4. Marvel at the Brilliant Colours of Autumn

During Autumn, Connemara’s rugged hills erupt in brilliant golds.

Though Ireland is no New England, Autumn is a gorgeous time of year on our little island. Known as the Emerald Isle for all its greenness, during the autumn, Ireland instead turns a lovely shade of gold.

Hike in the forests of Glendalough or Killarney and the southwest for traditional brilliant golds and reds of autumn woodlands. Or marvel at the once-purple heathery hills of Wicklow and Connemara, now dipped in a beautiful shade of gold. The dramatic lighting, particularly during early morning, twilight and sunset provides for some beautiful landscapes – perfect for budding photographers!

5. Ireland's West Coast At its Most Dramatic

Surfing in Ireland

Some activities are actually better in Autumn. Surfing, for instance, is best watched in Autumn, as this is when the big waves hit the shores. Head to the northwest for some of the biggest waves (Sligo and Donegal tend to get the cream of the crop when it comes to spectacular waves), or even try your hand at one of the surf schools.

Many of Ireland’s Neolithic sites are aligned with the sun and skies. While the summer solstice is an important date, it’s also the most popular alignment among visitors. If you’re looking for a unique experience, you may want to try visiting a neolithic-era monument aligned with the Autumn equinox or the winter solstice. Even if you’re not here during a specific alignment, hiking the hills to these remote places topped with ancient monuments at a time of year where there are few other visitors will be an unforgettable experience!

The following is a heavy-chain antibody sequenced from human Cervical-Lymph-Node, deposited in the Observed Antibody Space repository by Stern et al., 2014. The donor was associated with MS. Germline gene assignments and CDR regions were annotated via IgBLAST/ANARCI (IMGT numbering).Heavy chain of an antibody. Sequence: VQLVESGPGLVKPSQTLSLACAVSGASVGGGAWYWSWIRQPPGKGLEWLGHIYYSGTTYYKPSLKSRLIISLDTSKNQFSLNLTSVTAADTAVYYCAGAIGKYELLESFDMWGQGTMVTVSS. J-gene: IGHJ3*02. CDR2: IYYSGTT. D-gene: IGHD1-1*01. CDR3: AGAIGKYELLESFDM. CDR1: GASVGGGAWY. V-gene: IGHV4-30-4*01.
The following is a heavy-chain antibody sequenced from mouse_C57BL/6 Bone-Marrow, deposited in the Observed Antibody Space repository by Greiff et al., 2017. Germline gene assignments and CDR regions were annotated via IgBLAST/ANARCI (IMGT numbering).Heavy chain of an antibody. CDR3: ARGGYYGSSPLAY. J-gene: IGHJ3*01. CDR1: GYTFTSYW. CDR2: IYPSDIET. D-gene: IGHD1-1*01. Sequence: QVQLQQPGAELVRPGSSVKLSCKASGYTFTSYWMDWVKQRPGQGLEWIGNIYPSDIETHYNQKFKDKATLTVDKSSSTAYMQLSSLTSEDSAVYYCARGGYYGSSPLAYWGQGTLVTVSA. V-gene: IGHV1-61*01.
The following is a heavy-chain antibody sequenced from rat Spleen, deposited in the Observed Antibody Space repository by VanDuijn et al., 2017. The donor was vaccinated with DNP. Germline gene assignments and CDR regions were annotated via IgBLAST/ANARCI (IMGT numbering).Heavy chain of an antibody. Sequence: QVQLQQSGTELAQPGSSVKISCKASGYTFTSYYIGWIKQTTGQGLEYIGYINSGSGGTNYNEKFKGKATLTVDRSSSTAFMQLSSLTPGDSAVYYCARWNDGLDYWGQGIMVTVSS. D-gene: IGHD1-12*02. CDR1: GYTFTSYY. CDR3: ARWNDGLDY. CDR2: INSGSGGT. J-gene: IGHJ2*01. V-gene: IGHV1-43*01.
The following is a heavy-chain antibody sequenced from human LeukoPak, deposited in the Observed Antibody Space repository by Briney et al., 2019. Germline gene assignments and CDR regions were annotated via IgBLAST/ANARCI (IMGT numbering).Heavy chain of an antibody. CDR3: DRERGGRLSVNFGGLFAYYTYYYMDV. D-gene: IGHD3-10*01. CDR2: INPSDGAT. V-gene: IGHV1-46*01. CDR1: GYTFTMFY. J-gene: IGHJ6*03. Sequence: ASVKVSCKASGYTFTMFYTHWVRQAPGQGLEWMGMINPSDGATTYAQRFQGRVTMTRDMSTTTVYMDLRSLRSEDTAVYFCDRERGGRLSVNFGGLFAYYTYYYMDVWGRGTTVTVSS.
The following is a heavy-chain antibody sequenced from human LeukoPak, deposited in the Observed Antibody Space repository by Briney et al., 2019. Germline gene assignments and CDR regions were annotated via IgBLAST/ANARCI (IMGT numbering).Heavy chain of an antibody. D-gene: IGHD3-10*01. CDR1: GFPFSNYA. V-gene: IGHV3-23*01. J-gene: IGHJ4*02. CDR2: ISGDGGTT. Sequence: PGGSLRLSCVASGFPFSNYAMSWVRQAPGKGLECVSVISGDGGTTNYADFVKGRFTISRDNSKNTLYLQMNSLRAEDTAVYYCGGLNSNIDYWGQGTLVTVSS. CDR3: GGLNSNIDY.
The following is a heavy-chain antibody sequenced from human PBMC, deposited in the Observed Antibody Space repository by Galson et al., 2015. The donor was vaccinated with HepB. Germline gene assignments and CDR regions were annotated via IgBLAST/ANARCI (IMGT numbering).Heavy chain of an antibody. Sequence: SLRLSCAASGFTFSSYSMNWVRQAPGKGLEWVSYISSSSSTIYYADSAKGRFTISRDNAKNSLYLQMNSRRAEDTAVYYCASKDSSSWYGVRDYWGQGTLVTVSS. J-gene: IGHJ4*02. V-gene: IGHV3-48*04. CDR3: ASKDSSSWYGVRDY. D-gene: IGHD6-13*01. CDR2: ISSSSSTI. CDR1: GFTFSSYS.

As a general rule, most activity providers are less busy during the shoulder seasons, meaning that you’ll have more choice, flexibility and time to spend adventuring! In autumn, you’ll have the ability to easily book the experience or activity where and when your clients want.

6. First Choice of Guides

Travelling in the off season means there are more guides available.

During the off season, there is far more guide availability. Not only does it make it easier to take on last minute bookings, it also means that travellers can have a say in what guide they travel with! Repeat clients may have a specific guide in mind, and choosing to travel later in the year makes it easier to match your clients with their preferred guide.

Even if they don’t have a specific guide in mind, booking a trip later in the year means that there is greater guide availability to match just the right guide with the trip your clients have requested.

Meet the Author: Dawn Rainbolt

American by birth but European in spirit, Dawn has called the US, Costa Rica, Spain, England, Poland, France and now Ireland home over the years. While she has travelled to more than 30 countries, she has fallen in love with the rich Irish culture, intriguing history, ancient castles, cheery locals and sweeping landscapes of Ireland.